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Ortiz v. Todres & Company, LLP

United States District Court, S.D. New York

March 30, 2018

HERMAN ORTIZ, Plaintiff,
v.
TODRES & COMPANY, LLP, Defendant.

          OPINION AND ORDER

          LORNA G. SCHOFIELD UNITED STATES DISTRICT JUDGE.

         Plaintiff Herman Ortiz brings this action under the retaliation provisions of the False Claims Act (“FCA”), 31 U.S.C. § 3730(h). Plaintiff alleges that he was fired by his former employer, Defendant Todres & Company, LLP (“Todres & Co.”), for pursuing a qui tam action against it. Defendant asserts counterclaims for tortious interference with prospective economic advantage, malicious prosecution and prima facie tort. Plaintiff moves to dismiss the counterclaims in the Amended Answer (“Counterclaims”) under Federal Rule of Civil Procedure 12(b)(6). For the reasons stated below, Plaintiff's motion to dismiss is granted in part and denied in part.

         I. BACKGROUND

         The following facts are taken from the Counterclaims and assumed to be true for the purposes of this motion. See Trs. of Upstate N.Y. Eng'rs Pension Fund v. Ivy Asset Mgmt, 843 F.3d at 566 (2d Cir. 2016).

         Plaintiff worked for Todres & Co., a public accounting firm, from October 2009 to May 2013. Ortiz was a difficult employee. He repeatedly demanded salary increases, complained that he was not reimbursed for certain incidental costs, violated client confidences, and performed work for his own clients without the permission or knowledge of his employer. Ortiz quit his job in May 2013 when he requested and was denied a salary increase.

         In March 2015, Ortiz filed a qui tam complaint against Todres & Co., its managing partner, Michael Todres (“Todres”) and Todres & Co.'s audit client, the New York College of Health Professions (“NYCHP”), alleging that the three had engaged in financial fraud, made false statements and material misrepresentations, and engaged in other misconduct in order to obtain federal education funds for NYCHP. The qui tam complaint also alleges that Ortiz confronted Todres about anomalies in NYCHP's financial statements in early 2013, and dissociated himself from work with NYCHP when Todres attempted to silence him. Ortiz knew these allegations were false and lacked any evidentiary basis, but made them anyway “for the sole purpose of causing harm, damage and injury to” his former employer. While investigating the allegations, the government served a Civil Investigative Demand (“CID”) on Todres & Co. and NYCHP. NYCHP was forced to retain attorneys and respond to the CID, which caused NYCHP to fire Todres & Co. after a seven-year business relationship.

         In March 2017, the government declined to intervene in the qui tam claims. In July 2017, Ortiz voluntarily dismissed the qui tam claims without prejudice. Ortiz now alleges only that he was wrongfully terminated by Todres & Co. in retaliation for making allegations of misconduct concerning the NYCHP audit.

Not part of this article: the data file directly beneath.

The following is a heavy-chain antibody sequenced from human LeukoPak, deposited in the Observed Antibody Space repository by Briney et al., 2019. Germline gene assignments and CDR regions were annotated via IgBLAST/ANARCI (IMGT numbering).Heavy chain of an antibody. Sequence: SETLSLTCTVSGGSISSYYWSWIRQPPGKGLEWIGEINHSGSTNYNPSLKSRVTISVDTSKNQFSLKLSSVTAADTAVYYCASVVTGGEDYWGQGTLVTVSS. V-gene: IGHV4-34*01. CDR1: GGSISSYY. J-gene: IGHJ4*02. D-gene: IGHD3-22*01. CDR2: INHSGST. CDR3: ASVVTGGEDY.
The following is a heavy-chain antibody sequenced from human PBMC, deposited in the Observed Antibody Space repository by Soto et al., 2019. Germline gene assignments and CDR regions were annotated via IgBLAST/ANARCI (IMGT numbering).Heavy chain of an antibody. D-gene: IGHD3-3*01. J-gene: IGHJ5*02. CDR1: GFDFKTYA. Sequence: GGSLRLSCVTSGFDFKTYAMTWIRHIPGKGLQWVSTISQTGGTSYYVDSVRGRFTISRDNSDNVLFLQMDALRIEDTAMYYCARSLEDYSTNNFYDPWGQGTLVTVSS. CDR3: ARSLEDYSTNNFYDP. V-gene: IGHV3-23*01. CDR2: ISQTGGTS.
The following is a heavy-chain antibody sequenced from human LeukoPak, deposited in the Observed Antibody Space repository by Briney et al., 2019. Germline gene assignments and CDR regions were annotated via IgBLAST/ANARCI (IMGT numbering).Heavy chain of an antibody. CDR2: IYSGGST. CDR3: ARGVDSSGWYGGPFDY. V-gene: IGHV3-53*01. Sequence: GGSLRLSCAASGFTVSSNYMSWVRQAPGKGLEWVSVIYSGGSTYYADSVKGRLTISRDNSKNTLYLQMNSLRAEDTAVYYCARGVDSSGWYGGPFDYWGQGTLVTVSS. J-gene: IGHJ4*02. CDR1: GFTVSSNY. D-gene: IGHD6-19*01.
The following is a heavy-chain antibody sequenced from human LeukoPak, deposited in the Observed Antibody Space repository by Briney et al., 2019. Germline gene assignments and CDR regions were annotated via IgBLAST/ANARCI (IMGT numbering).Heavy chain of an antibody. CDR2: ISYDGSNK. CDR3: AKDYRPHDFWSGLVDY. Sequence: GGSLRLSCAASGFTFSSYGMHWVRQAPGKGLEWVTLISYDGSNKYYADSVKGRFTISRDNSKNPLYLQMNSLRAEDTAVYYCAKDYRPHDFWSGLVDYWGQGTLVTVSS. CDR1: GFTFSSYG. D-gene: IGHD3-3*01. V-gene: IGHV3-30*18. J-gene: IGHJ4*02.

Todres & Co. asserts three counterclaims against Ortiz: tortious interference with prospective economic advantage, malicious prosecution and prima facie tort. Ortiz moves to dismiss these counterclaims.

         II. STANDARD

         “A motion to dismiss a counterclaim is evaluated under the same standard as a motion to dismiss a claim in a complaint.” Dentsply Int'l Inc. v. Dental Brands for Less LLC, No. 15 Civ. 8775, 2016 WL 6310777, at *2 (S.D.N.Y. Oct. 27, 2016) (citing Keep on Kicking Music, Ltd. v. Hibbert, No. 15 Civ. 7464, 2016 WL 4386047, at *2 (S.D.N.Y. Aug. 17, 2016)). On a motion to dismiss, a court accepts as true all well-pleaded factual allegations and draws all reasonable inferences in favor of the non-moving party, Trs. of Upstate N.Y. Eng'rs Pension Fund, 843 F.3d at 566, but gives “no effect to legal conclusions couched as factual allegations, ” Stadnick v. Vivint Solar, Inc., 861 F.3d 31, 35 (2d Cir. 2017). To withstand a motion to dismiss, a pleading “must contain sufficient factual matter, accepted as true, to ‘state a claim to relief that is plausible on its face.'” Ashcroft v. Iqbal, 556 U.S. 662, 678 (2009) (quoting Bell Atl. Corp. v. Twombly, 550 U.S. 544, 570 (2007)). “Threadbare recitals of the elements of a cause of action, supported by mere conclusory statements, do not suffice.” Id.

         In deciding a Rule 12(b)(6) motion, the court is limited to reviewing the relevant pleading, any documents attached to that pleading or incorporated in it by reference, any documents heavily relied upon by the pleading as to their “terms and effect” and which are therefore integral to the plaintiffs allegations even if not explicitly incorporated by reference, and facts of which the court may take judicial notice. Goel v. Bunge, Ltd., 820 F.3d 554, 559 (2d Cir. 2016).

         III. DISCUSSION

         Ortiz's motion to dismiss is denied as to Todres & Co.'s counterclaim for tortious interference with prospective economic advantage and granted as to the company's counterclaims for malicious prosecution and prima facie tort.

         A. ...


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